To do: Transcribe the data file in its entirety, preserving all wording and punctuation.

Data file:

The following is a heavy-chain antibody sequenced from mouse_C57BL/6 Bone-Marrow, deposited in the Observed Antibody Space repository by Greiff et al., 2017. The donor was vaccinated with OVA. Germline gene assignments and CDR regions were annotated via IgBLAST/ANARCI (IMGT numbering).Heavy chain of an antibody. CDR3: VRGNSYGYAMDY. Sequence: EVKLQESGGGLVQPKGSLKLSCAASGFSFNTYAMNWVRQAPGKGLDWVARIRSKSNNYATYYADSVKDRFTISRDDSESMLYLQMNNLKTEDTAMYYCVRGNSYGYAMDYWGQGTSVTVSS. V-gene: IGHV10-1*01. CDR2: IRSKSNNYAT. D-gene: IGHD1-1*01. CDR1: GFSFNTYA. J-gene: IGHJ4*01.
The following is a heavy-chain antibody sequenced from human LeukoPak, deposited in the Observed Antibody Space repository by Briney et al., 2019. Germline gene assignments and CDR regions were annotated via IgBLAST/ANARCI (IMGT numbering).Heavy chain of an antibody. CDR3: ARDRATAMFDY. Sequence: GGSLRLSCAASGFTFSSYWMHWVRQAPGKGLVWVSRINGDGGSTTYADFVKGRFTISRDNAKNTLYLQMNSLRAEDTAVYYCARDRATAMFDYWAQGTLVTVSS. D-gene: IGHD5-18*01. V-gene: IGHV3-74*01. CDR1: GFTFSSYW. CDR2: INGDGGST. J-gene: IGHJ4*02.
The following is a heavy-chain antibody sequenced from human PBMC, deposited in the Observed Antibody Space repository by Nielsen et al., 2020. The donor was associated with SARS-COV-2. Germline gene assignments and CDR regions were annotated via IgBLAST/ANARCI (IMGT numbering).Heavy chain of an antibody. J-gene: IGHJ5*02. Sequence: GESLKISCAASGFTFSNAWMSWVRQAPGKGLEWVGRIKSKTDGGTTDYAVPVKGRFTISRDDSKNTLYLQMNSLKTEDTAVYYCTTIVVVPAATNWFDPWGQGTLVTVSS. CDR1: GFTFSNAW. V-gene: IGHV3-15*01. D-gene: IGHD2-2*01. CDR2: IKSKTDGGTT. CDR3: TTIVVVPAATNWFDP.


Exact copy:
The following is a heavy-chain antibody sequenced from mouse_C57BL/6 Bone-Marrow, deposited in the Observed Antibody Space repository by Greiff et al., 2017. The donor was vaccinated with OVA. Germline gene assignments and CDR regions were annotated via IgBLAST/ANARCI (IMGT numbering).Heavy chain of an antibody. CDR3: VRGNSYGYAMDY. Sequence: EVKLQESGGGLVQPKGSLKLSCAASGFSFNTYAMNWVRQAPGKGLDWVARIRSKSNNYATYYADSVKDRFTISRDDSESMLYLQMNNLKTEDTAMYYCVRGNSYGYAMDYWGQGTSVTVSS. V-gene: IGHV10-1*01. CDR2: IRSKSNNYAT. D-gene: IGHD1-1*01. CDR1: GFSFNTYA. J-gene: IGHJ4*01.
The following is a heavy-chain antibody sequenced from human LeukoPak, deposited in the Observed Antibody Space repository by Briney et al., 2019. Germline gene assignments and CDR regions were annotated via IgBLAST/ANARCI (IMGT numbering).Heavy chain of an antibody. CDR3: ARDRATAMFDY. Sequence: GGSLRLSCAASGFTFSSYWMHWVRQAPGKGLVWVSRINGDGGSTTYADFVKGRFTISRDNAKNTLYLQMNSLRAEDTAVYYCARDRATAMFDYWAQGTLVTVSS. D-gene: IGHD5-18*01. V-gene: IGHV3-74*01. CDR1: GFTFSSYW. CDR2: INGDGGST. J-gene: IGHJ4*02.
The following is a heavy-chain antibody sequenced from human PBMC, deposited in the Observed Antibody Space repository by Nielsen et al., 2020. The donor was associated with SARS-COV-2. Germline gene assignments and CDR regions were annotated via IgBLAST/ANARCI (IMGT numbering).Heavy chain of an antibody. J-gene: IGHJ5*02. Sequence: GESLKISCAASGFTFSNAWMSWVRQAPGKGLEWVGRIKSKTDGGTTDYAVPVKGRFTISRDDSKNTLYLQMNSLKTEDTAVYYCTTIVVVPAATNWFDPWGQGTLVTVSS. CDR1: GFTFSNAW. V-gene: IGHV3-15*01. D-gene: IGHD2-2*01. CDR2: IKSKTDGGTT. CDR3: TTIVVVPAATNWFDP.